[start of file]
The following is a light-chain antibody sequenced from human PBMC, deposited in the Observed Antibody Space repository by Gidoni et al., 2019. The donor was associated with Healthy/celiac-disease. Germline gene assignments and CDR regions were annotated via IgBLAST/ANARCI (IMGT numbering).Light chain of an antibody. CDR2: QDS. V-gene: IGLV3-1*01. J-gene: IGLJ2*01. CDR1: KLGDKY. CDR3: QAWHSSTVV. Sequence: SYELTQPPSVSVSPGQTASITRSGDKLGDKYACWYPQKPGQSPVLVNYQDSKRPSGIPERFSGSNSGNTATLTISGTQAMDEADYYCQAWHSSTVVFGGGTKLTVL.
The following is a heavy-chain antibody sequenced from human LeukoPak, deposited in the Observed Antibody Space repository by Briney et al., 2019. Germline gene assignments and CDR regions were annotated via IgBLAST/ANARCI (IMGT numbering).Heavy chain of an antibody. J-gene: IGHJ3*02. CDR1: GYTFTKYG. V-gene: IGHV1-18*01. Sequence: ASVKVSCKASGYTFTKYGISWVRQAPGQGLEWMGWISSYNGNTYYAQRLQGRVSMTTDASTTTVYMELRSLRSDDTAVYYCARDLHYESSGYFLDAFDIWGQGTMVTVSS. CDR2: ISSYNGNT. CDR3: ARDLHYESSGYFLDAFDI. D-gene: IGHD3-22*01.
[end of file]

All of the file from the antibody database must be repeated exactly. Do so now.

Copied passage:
The following is a light-chain antibody sequenced from human PBMC, deposited in the Observed Antibody Space repository by Gidoni et al., 2019. The donor was associated with Healthy/celiac-disease. Germline gene assignments and CDR regions were annotated via IgBLAST/ANARCI (IMGT numbering).Light chain of an antibody. CDR2: QDS. V-gene: IGLV3-1*01. J-gene: IGLJ2*01. CDR1: KLGDKY. CDR3: QAWHSSTVV. Sequence: SYELTQPPSVSVSPGQTASITRSGDKLGDKYACWYPQKPGQSPVLVNYQDSKRPSGIPERFSGSNSGNTATLTISGTQAMDEADYYCQAWHSSTVVFGGGTKLTVL.
The following is a heavy-chain antibody sequenced from human LeukoPak, deposited in the Observed Antibody Space repository by Briney et al., 2019. Germline gene assignments and CDR regions were annotated via IgBLAST/ANARCI (IMGT numbering).Heavy chain of an antibody. J-gene: IGHJ3*02. CDR1: GYTFTKYG. V-gene: IGHV1-18*01. Sequence: ASVKVSCKASGYTFTKYGISWVRQAPGQGLEWMGWISSYNGNTYYAQRLQGRVSMTTDASTTTVYMELRSLRSDDTAVYYCARDLHYESSGYFLDAFDIWGQGTMVTVSS. CDR2: ISSYNGNT. CDR3: ARDLHYESSGYFLDAFDI. D-gene: IGHD3-22*01.